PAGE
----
Ewww! Bugs

Ewww!  Bugs. 

Here is collection of stupid bugs.  How do I know they are stupid?  Any organism with so few brain cells that you can count them all is stupid.  These were just bugs that were around when I was out shooting other stuff.   I shot them with a variety of lenses and settings, but here are a few tips for getting good shots of buggage:

  • Resist the urge to stomp on them (take their picture first).
  • Open your lens all the way to blur the background (smaller f/stop number), focus n’ shoot, refocus ‘n shoot, refocus n’ shoot.
  • Stop your lens down one or two stops to increase what is in focus (depth of field) by spinning that wheel next to the shutter button (larger f/stop number) then focus  n’ shoot, refocus ‘n shoot, refocus n’ shoot.
  • Focus on the nearest eye; it is what people look at the most.
  • Try a few angles and remember, your depth of field will be thin so most of the picture will be out of focus:
    1. Perpendicular – Put camera perpendicular to the bug’s body to get most of the bug’s body in focus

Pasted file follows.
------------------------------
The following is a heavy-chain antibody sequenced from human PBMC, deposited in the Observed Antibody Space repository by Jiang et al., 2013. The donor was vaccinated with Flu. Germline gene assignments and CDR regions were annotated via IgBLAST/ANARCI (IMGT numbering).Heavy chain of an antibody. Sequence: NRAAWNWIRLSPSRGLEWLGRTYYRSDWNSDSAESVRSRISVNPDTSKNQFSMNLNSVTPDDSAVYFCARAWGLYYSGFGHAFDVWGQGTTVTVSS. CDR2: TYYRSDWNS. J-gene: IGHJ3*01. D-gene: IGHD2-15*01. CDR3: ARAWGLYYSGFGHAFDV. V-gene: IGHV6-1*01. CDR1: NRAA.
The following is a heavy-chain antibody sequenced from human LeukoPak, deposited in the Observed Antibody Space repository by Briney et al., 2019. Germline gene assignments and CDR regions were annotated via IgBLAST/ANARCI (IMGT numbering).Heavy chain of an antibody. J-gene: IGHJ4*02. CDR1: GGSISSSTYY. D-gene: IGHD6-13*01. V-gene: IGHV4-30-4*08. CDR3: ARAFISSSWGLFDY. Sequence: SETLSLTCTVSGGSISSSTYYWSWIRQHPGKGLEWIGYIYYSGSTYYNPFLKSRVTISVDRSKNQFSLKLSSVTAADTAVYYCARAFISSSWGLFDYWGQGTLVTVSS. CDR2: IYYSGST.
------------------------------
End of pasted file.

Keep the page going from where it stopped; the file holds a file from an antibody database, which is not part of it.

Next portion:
2. Angle – Put the bug at an angle so you see some his (or her?) body but still see the whole face (do bugs have faces?)
    3. Straight – Shoot the face straight on.
  • If you are using a zoom lens, zoom all the way in, then back off the zoom just a bit to sharpen the picture (zooms are softest at their extremes).
  • Carry an extension tube with you at all times and pop it between your lens and camera body as this great accessory will allow you to get closer to your bug as it increases the lens’s ability to focus close up.
  • Shoot a ton of pictures because most will be awful and electrons are free.

Most of the pictures I take of bugs end up in the trash due to blurriness.  There are two reasons for this, 1) Shaky hands, and 2) incorrect focus point.

For shaky hands, I always use lenses with image stabilization / vibration reduction.  But even with this marvelous technology, my messed up neural system will wreck most of my pictures.  So, I almost always drag along a tripod and I try to shoot in live mode to minimize mirror flop shake.  (Hmmm…. “mirror flop shake” sounds like something you do after a shower.)   To improve my focus problems, I take Ritalin… er actually, I shoot many shots and always refocus before each click so at least one or two of them will be in focus.

By the way, none of these pictures were taken with a dedicated macro lens.  While I didn’t document how I took these, I most likely used an extension tube and or cropped heavily.

The Equipment:

Location Types: Backyard. Galleries: Bugs and Critters and Nature. Tags: Extension Tube.

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